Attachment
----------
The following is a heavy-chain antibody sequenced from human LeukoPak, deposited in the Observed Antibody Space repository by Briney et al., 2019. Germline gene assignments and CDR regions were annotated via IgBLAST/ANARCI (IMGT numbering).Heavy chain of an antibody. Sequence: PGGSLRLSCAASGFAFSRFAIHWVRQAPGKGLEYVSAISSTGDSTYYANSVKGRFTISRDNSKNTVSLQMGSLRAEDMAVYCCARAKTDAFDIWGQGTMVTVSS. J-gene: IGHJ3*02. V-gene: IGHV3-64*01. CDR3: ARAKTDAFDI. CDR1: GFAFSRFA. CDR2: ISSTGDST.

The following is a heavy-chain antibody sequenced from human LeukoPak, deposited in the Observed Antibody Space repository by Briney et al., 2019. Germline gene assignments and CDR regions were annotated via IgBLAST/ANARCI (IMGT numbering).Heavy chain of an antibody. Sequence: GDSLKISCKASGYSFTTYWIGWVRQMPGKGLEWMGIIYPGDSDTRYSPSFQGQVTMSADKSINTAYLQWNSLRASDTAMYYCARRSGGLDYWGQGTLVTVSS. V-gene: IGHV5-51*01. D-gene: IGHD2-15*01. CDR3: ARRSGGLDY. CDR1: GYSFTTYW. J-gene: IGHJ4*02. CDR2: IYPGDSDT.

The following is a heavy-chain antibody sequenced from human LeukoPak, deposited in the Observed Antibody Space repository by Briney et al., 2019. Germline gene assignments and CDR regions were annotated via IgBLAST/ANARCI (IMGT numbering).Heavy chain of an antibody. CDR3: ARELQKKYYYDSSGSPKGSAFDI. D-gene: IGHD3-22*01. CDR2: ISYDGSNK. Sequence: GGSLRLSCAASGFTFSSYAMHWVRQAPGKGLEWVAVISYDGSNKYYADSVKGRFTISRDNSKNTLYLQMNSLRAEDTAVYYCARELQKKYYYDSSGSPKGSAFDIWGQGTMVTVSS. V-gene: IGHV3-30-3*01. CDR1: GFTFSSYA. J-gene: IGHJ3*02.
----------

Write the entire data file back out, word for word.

The following is a heavy-chain antibody sequenced from human LeukoPak, deposited in the Observed Antibody Space repository by Briney et al., 2019. Germline gene assignments and CDR regions were annotated via IgBLAST/ANARCI (IMGT numbering).Heavy chain of an antibody. Sequence: PGGSLRLSCAASGFAFSRFAIHWVRQAPGKGLEYVSAISSTGDSTYYANSVKGRFTISRDNSKNTVSLQMGSLRAEDMAVYCCARAKTDAFDIWGQGTMVTVSS. J-gene: IGHJ3*02. V-gene: IGHV3-64*01. CDR3: ARAKTDAFDI. CDR1: GFAFSRFA. CDR2: ISSTGDST.

The following is a heavy-chain antibody sequenced from human LeukoPak, deposited in the Observed Antibody Space repository by Briney et al., 2019. Germline gene assignments and CDR regions were annotated via IgBLAST/ANARCI (IMGT numbering).Heavy chain of an antibody. Sequence: GDSLKISCKASGYSFTTYWIGWVRQMPGKGLEWMGIIYPGDSDTRYSPSFQGQVTMSADKSINTAYLQWNSLRASDTAMYYCARRSGGLDYWGQGTLVTVSS. V-gene: IGHV5-51*01. D-gene: IGHD2-15*01. CDR3: ARRSGGLDY. CDR1: GYSFTTYW. J-gene: IGHJ4*02. CDR2: IYPGDSDT.

The following is a heavy-chain antibody sequenced from human LeukoPak, deposited in the Observed Antibody Space repository by Briney et al., 2019. Germline gene assignments and CDR regions were annotated via IgBLAST/ANARCI (IMGT numbering).Heavy chain of an antibody. CDR3: ARELQKKYYYDSSGSPKGSAFDI. D-gene: IGHD3-22*01. CDR2: ISYDGSNK. Sequence: GGSLRLSCAASGFTFSSYAMHWVRQAPGKGLEWVAVISYDGSNKYYADSVKGRFTISRDNSKNTLYLQMNSLRAEDTAVYYCARELQKKYYYDSSGSPKGSAFDIWGQGTMVTVSS. V-gene: IGHV3-30-3*01. CDR1: GFTFSSYA. J-gene: IGHJ3*02.